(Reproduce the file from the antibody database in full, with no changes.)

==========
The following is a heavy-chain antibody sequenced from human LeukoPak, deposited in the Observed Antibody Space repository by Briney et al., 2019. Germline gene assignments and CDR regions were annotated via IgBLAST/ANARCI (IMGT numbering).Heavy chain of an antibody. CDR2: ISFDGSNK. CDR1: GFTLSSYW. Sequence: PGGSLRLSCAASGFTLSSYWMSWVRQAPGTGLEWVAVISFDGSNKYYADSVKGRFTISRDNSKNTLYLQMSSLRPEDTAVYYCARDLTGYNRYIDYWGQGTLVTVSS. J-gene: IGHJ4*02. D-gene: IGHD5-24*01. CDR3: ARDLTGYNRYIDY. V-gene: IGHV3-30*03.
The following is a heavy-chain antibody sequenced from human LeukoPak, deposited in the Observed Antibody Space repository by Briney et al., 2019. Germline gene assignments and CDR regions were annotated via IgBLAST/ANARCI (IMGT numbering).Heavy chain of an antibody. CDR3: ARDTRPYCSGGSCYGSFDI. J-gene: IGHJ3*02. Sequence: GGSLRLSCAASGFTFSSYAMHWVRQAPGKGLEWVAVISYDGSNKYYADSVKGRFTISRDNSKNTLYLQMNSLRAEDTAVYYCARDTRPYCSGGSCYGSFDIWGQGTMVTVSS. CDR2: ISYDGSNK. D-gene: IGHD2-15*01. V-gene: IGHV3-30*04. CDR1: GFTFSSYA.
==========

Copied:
The following is a heavy-chain antibody sequenced from human LeukoPak, deposited in the Observed Antibody Space repository by Briney et al., 2019. Germline gene assignments and CDR regions were annotated via IgBLAST/ANARCI (IMGT numbering).Heavy chain of an antibody. CDR2: ISFDGSNK. CDR1: GFTLSSYW. Sequence: PGGSLRLSCAASGFTLSSYWMSWVRQAPGTGLEWVAVISFDGSNKYYADSVKGRFTISRDNSKNTLYLQMSSLRPEDTAVYYCARDLTGYNRYIDYWGQGTLVTVSS. J-gene: IGHJ4*02. D-gene: IGHD5-24*01. CDR3: ARDLTGYNRYIDY. V-gene: IGHV3-30*03.
The following is a heavy-chain antibody sequenced from human LeukoPak, deposited in the Observed Antibody Space repository by Briney et al., 2019. Germline gene assignments and CDR regions were annotated via IgBLAST/ANARCI (IMGT numbering).Heavy chain of an antibody. CDR3: ARDTRPYCSGGSCYGSFDI. J-gene: IGHJ3*02. Sequence: GGSLRLSCAASGFTFSSYAMHWVRQAPGKGLEWVAVISYDGSNKYYADSVKGRFTISRDNSKNTLYLQMNSLRAEDTAVYYCARDTRPYCSGGSCYGSFDIWGQGTMVTVSS. CDR2: ISYDGSNK. D-gene: IGHD2-15*01. V-gene: IGHV3-30*04. CDR1: GFTFSSYA.